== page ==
Alternative TA instruments are different from (concessional) investments in two ways: – Overarching objective. For deploying the TA instrument, the actual development impact is valued higher than a possible financial return. – Expectations. Having no capital preservation obligation over the long term makes it possible to absorb a level of risk that even concessional investors shy away from.
INCREASING THE VALUE CREATION POTENTIAL OF TA
The above-sketched broadening of tools and practices seemingly creates a lot of opportunities, but it also comes with new challenges. How can the toolbox best be used to spur the development of new impact investment markets like access to water and sanitation, or the off-grid energy needed to achieve the SDGs? Key topics that merit extra attention are the following.
1/ Tailor the strategy to stage and growth potential
There are two key determinants that help to shape these sector development strategies. The first one is the stage of development. The second one is the inherent scalability of the market. A simple framework to classify market development and scaling potential suggest there are essentially three main stages of market development – each with its own rationale, dynamics and intervention strategies: 1. innovate, 2. replicate and 3. scale.
When the scaling potential is differentiated into low, medium and high, it creates nine specific sector-development strategies. This level of granularity is not only needed to tailor the TA strategy, but also to systematically – and correctly – use learnings and insights from past successes and failures in adjacent sectors like green finance and microfinance.
2/ Take a systemic and responsive approach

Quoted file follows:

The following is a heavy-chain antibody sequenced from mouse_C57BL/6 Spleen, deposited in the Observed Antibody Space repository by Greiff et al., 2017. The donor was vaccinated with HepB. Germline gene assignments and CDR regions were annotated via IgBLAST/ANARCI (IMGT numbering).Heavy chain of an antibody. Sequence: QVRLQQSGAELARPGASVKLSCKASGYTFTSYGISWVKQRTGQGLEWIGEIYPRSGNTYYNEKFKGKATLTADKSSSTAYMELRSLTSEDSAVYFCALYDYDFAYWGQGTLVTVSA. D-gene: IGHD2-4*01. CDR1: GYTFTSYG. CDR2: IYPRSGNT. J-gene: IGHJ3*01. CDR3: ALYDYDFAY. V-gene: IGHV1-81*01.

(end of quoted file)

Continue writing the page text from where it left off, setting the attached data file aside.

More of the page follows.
Broadening the toolbox leads automatically to questions of ‘when to- do what?’, ‘where to start?’ and ‘how not to get lost’. A systems approach may help understand the dynamics and interconnectivities of systems and identify the smartest intervention strategy possible. A system’s approach typically is more flexible and responsive to system dynamics than a blue print planning approach.
This means that TA management itself becomes more dynamic –TA policies and governance should provide sufficient flexibility to adjust strategies and close monitoring of system’s dynamics and outcomes become an intrinsic part of operations.
3/ Keep an eye on the impact ball
Keeping track of results has always been important. Most TA providers have built up their monitoring and evaluation systems over the years. Still, measurement of the impact of TA has never really taken off, because TA is often embedded in a larger investment mandate and specific attribution of TA to the total impact is difficult to determine.
Still, with the changing focus of TA on market systems – and the need for a more dynamic, responsive strategy – the pressure is on: only through systematically measuring the impact of the TA itself, can one systematically learn and adjust the TA strategy.
4/ Invest in TA talent management
Wielding systemic, responsive and comprehensive strategies with an increasingly diverse toolbox not only adds to its effectiveness and the fun, it also implies that TA teams will need to broaden and deepen their skill sets, by building multi-disciplinary teams of professionals.
At Triple Jump, the TA team currently comprises a variety of professionals – from seed capital investment specialists to technical assistance sector specialists, to knowledge management specialists. Not only do TA teams need to be multi-disciplinary, the same holds for TA approval committees.
5/ Pool resources, coordinate and jointly learn
Last, but not least, taking a systemic approach can only be successful through collaboration within the organization, with the investment and ESG departments, but particularly with external stakeholders around the markets of interest.
The efforts that FMO, CDC and Triple Jump have put in recent years into developing a network of TA practitioners across impact investors – both DFI and private managers – should also be seen from that perspective.
Exchanging regularly on lessons learnt and strategies is beneficial for shortening learning curves and jointly developing practice standards as well as for exploring opportunities to actively co-create and implement TA strategies. Active collaboration and joint learning is a must because the challenge of shaping the impact investment markets that we need to accelerate attainment of the SDGs is bigger than any one of us.